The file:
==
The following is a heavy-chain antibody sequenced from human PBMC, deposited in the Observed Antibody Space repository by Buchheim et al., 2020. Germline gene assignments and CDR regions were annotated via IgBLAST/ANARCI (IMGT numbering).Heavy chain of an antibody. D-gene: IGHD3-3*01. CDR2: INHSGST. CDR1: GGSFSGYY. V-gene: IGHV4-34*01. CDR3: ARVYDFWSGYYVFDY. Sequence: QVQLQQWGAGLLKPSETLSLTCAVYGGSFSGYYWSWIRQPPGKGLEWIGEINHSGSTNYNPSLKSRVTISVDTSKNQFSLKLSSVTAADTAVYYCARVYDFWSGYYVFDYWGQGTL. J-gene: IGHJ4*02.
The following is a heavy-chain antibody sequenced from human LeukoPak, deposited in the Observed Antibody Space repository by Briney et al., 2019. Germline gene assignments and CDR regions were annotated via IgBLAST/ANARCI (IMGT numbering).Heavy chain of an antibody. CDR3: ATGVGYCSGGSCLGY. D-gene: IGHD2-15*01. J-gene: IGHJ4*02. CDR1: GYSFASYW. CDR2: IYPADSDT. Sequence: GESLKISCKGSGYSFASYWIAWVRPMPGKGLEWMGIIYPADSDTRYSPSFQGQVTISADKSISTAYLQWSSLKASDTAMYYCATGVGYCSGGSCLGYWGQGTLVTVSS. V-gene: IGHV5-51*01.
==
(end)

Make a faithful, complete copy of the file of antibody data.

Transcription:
The following is a heavy-chain antibody sequenced from human PBMC, deposited in the Observed Antibody Space repository by Buchheim et al., 2020. Germline gene assignments and CDR regions were annotated via IgBLAST/ANARCI (IMGT numbering).Heavy chain of an antibody. D-gene: IGHD3-3*01. CDR2: INHSGST. CDR1: GGSFSGYY. V-gene: IGHV4-34*01. CDR3: ARVYDFWSGYYVFDY. Sequence: QVQLQQWGAGLLKPSETLSLTCAVYGGSFSGYYWSWIRQPPGKGLEWIGEINHSGSTNYNPSLKSRVTISVDTSKNQFSLKLSSVTAADTAVYYCARVYDFWSGYYVFDYWGQGTL. J-gene: IGHJ4*02.
The following is a heavy-chain antibody sequenced from human LeukoPak, deposited in the Observed Antibody Space repository by Briney et al., 2019. Germline gene assignments and CDR regions were annotated via IgBLAST/ANARCI (IMGT numbering).Heavy chain of an antibody. CDR3: ATGVGYCSGGSCLGY. D-gene: IGHD2-15*01. J-gene: IGHJ4*02. CDR1: GYSFASYW. CDR2: IYPADSDT. Sequence: GESLKISCKGSGYSFASYWIAWVRPMPGKGLEWMGIIYPADSDTRYSPSFQGQVTISADKSISTAYLQWSSLKASDTAMYYCATGVGYCSGGSCLGYWGQGTLVTVSS. V-gene: IGHV5-51*01.